The Great Pyramid, Monument for the Egyptians in Africa/the Middle East
Then, you have three other action cards. There is the Trade action, which simply lets you trade resources you control with the supply for another resource. There is the Take Quest Cards action card. With this card, you can take a number of Quest Cards and keep at least one. On it, there are 1, 2 or 3 requirements. If you finish these requirements before game end, you get a number of Victory Points. If you did not finish a quest card in time, you will get a negative number of Victory Points instead. And finally, you have the Upgrade an Action Card card. Each action card has two sided, a red side and a green side. Each card starts on its red side. For two resources as noted on each action card, you can upgrade that action card by playing the Upgrade an Action card card. You then pay the resources and flip the card that you are upgrading (either in your hand or discard pile) to the green side. From now on, it has a more powerful action! For example, the Movement card lets you move up to two units on its red side, but up to three on its green side. Similarly, Production lets you produce on up to two versus up to three areas. All 10 card action cards have a more powerful ability on their upgraded green sides.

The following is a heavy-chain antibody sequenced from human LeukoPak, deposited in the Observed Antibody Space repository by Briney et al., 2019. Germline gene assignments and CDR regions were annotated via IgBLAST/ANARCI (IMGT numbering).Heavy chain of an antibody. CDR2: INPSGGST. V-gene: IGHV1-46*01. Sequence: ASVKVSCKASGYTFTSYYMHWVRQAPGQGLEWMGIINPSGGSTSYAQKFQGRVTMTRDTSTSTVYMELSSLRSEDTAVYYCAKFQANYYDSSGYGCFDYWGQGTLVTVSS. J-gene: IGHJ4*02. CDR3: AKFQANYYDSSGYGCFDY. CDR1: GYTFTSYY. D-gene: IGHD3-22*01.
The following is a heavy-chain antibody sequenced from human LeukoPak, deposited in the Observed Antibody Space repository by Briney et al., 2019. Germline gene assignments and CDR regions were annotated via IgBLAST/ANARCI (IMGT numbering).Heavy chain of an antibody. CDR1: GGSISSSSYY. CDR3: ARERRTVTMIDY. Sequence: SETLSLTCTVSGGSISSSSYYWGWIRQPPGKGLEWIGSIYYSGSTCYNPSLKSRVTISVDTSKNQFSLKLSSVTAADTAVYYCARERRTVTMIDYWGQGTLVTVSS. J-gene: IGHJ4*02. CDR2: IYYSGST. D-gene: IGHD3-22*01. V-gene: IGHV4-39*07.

All Monuments on the game board. (Note: only Europe has finished artwork at this time, the other continents have placeholder artwork)
Apart from the 10 action cards, there are just a few things to consider. Each civilization starts with a unique positioning on the map, an unique ability (randomized each game), a score modifier (randomized each game) and a personal bonus deck (randomized each game). Because these are not linked to a civilization, it makes you start each game in a completely new and unique way.
When someone finishes their 5th Monument Layer, the game ends when the current round does, and players count their Victory Points. Note that each player scores more points on one item and fewer points on another item, as depicted on their score modifier card. These are the basic, unmodified points for the different aspects of the game:
• 6 VP per completed layer of monument
• 1 VP per 2 workers on the board
• 1 VP per 3 resources controlled
• 1 VP per 3 military power
• 1 VP per land hex controlled
• 1 VP per upgraded card
• 1/2/3 VP per completed quest card
• 0/-1/-2 VP per uncompleted quest card
• VP from the gathered Layer 5 bonus cards for those who finished building their monument
Whoevers scores the most Victory Points wins the game, and that is how Monuments is played!
Nox Spellenzolder (Dutch)